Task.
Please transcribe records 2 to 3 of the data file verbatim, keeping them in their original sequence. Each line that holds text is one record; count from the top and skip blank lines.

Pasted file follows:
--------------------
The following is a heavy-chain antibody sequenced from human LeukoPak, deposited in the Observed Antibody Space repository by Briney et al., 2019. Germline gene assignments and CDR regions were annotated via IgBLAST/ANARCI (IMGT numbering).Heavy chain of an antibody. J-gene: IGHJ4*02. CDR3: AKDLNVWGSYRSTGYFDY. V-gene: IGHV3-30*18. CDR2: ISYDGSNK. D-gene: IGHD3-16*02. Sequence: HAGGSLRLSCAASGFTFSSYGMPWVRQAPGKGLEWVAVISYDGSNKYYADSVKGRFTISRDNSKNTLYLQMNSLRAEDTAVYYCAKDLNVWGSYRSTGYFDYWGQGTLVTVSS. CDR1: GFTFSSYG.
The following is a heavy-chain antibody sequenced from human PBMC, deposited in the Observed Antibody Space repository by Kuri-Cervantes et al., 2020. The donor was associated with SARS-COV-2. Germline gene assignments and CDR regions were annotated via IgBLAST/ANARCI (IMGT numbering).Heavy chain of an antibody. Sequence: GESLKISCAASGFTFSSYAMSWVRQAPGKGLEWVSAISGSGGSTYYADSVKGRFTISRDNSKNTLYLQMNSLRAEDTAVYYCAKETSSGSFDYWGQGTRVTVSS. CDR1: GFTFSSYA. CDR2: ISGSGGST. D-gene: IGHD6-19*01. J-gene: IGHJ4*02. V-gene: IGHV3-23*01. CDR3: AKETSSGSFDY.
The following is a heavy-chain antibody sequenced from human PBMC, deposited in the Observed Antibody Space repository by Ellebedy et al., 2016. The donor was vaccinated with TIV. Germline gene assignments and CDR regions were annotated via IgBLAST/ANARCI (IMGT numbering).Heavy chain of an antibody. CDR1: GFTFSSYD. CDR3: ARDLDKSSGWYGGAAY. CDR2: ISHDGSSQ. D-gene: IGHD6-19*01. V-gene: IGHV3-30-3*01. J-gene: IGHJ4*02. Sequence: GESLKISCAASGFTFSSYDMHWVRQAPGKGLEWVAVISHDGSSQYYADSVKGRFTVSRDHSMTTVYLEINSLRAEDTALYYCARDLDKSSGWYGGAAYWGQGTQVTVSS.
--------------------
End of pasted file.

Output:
The following is a heavy-chain antibody sequenced from human PBMC, deposited in the Observed Antibody Space repository by Kuri-Cervantes et al., 2020. The donor was associated with SARS-COV-2. Germline gene assignments and CDR regions were annotated via IgBLAST/ANARCI (IMGT numbering).Heavy chain of an antibody. Sequence: GESLKISCAASGFTFSSYAMSWVRQAPGKGLEWVSAISGSGGSTYYADSVKGRFTISRDNSKNTLYLQMNSLRAEDTAVYYCAKETSSGSFDYWGQGTRVTVSS. CDR1: GFTFSSYA. CDR2: ISGSGGST. D-gene: IGHD6-19*01. J-gene: IGHJ4*02. V-gene: IGHV3-23*01. CDR3: AKETSSGSFDY.
The following is a heavy-chain antibody sequenced from human PBMC, deposited in the Observed Antibody Space repository by Ellebedy et al., 2016. The donor was vaccinated with TIV. Germline gene assignments and CDR regions were annotated via IgBLAST/ANARCI (IMGT numbering).Heavy chain of an antibody. CDR1: GFTFSSYD. CDR3: ARDLDKSSGWYGGAAY. CDR2: ISHDGSSQ. D-gene: IGHD6-19*01. V-gene: IGHV3-30-3*01. J-gene: IGHJ4*02. Sequence: GESLKISCAASGFTFSSYDMHWVRQAPGKGLEWVAVISHDGSSQYYADSVKGRFTVSRDHSMTTVYLEINSLRAEDTALYYCARDLDKSSGWYGGAAYWGQGTQVTVSS.